Make no friendship with an angry man, and with a furious man thou shalt not go. "He that is slow to wrath is of great understanding; but he that is hasty of spirit exalteth folly." Seest thou a man that is hasty in his words? There is more hope of a fool than of him."
In my day I have seen a few downright obstinate men, whom neither sense nor reason could alter. There's a queer chap in our village who keeps a bulldog, and he tells me that when the creature once gives a bite at anything, he never lets go again, and if you want to get it out of his mouth, you must cut his head off. That's the sort of man that has fretted me many a time and almost made me mad. You might sooner argue a pitchfork into a threshing machine, or persuade a brickbat to turn into marble, than to get the fellow to hear common sense. Getting spots out of leopards is nothing at all compared with trying to lead a downright obstinate man. Right or wrong, you might as easily make a hill walk to London as turn him when his mind is made up. When a man is right, this sticking to his text is a grand thing (our minister says, "it is the stuff that martyrs are made of"), but when an ignorant, wrong-headed fellow gets this hard grit into him, he makes martyrs of those who have to put up with him. Old Master Pighead swore he would drive a nail into an oak board with his fist and so lamed his hand for life; he could not sell his corn at his own price, and so he let the rats eat up the ricks. You cannot ride by his fields without noticing his obstinacy, for he vows, "He won't have none of these ever newfangled notions," and so he grows the worst crops in the parish. Worst of all, his daughter went among the Methodists, and in a towering rage, he turned her out of doors. Though I believe he is very sorry for it, he will not yield an inch, but stands to it that he will never speak to her so long as he lives. Meanwhile, the dear girl is dying through his unkindness. Rash vows are much better broken than kept. He who never changes, never mends; he who never yields, never conquers.
With children, you must mix gentleness with firmness; they must not always have their own way, but they must not always be thwarted. Give to a pig when it grunts, and to a child when it cries, and you will have a fine pig and a spoiled child. A man who is learning to play on a trumpet and a petted child are two very disagreeable companions even as next-door neighbors; but unless we look well to it, our children will be a nuisance to others and a torment to ourselves. "The rod and reproof give wisdom: but a child left to himself bringeth his mother to shame." If we never have headaches through rebuking our little children, we shall have plenty of heartaches when they grow up. Strict truthfulness must rule all our dealings with the young; our yea must be yea, and our nay be nay, and that always. Never promise a child and then fail to perform whether you promise him a bun or a beating. Be obeyed at all costs—disobedient children are unhappy children; for their own sakes, make them mind you. If you yield up your authority once, you will hardly ever get it again, for he who says A must say B. and so on. We must not provoke our children to anger, lest they be discouraged; but we must rule our household in the fear of the Lord, and in so doing we may expect a blessing.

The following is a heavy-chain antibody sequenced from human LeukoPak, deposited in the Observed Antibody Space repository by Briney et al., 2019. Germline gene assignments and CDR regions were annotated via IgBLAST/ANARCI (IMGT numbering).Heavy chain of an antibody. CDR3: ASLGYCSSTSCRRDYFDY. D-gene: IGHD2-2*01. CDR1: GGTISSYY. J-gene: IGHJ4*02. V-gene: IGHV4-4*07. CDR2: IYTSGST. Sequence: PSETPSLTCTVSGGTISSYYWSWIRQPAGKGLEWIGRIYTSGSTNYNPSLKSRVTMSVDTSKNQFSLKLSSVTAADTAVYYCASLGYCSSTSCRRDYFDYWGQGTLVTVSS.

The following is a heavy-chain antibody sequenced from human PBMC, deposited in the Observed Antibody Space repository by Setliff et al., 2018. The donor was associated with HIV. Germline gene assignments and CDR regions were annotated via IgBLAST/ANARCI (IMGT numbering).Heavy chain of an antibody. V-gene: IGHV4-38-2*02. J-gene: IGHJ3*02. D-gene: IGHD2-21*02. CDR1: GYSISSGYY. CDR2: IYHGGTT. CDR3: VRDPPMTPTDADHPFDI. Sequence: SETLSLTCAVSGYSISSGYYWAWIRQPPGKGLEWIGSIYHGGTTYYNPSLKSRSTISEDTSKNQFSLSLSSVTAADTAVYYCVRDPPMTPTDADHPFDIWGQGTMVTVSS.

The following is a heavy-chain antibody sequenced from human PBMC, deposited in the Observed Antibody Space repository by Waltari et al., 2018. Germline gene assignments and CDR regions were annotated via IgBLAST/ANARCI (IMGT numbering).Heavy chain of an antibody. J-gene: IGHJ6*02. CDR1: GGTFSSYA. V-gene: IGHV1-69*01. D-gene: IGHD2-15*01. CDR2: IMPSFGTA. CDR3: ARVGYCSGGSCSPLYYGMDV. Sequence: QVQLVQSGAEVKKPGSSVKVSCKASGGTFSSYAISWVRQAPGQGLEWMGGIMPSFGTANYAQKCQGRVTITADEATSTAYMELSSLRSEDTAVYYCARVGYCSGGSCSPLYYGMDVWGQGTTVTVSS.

Since John Ploughman has taken to writing, he has had a fine chance of showing his firmness and his gentleness too, for he has received bushels of advice for which he begs to present his compliments, as the squire's lady says. He does not mind either returning the advice or some of his own instead, by way of showing his gratitude; for he is sure it is very kind of so many people to tell him so many different ways in which he might make an idiot of himself. He means to glean as many good hints as he can from the acres of his friends' stubble; and while sticking to his own style, because it suits his hand, he will touch himself up a bit if he can. Perhaps if the minister will lend him Cowper or Milton, he may even stick a sprig of poetry into his nosegay, and come out as fine as the flowers in May. But he cannot promise, for the harvest is just on and reaping leaves no time for rhyming. The worst of it is, the kind friends who are setting John to rights contradict one another: one says it is very poor stuff and all in an assumed name, for the style is not rough enough for a plowman; another says the matter is very well, but the expressions are so coarse that he is amazed the editor put it in the magazine. John means to pay his advisers all the attention which they deserve, and as some of the mice have been bold enough to make a nest in the cats ear, he means to be after them and write a paper upon giving advice gratis, in which they will be likely to get a flea in their ear in return for their instructions.
C. H. Spurgeon in John Ploughman’s Talk; or, Plain Advice for Plain People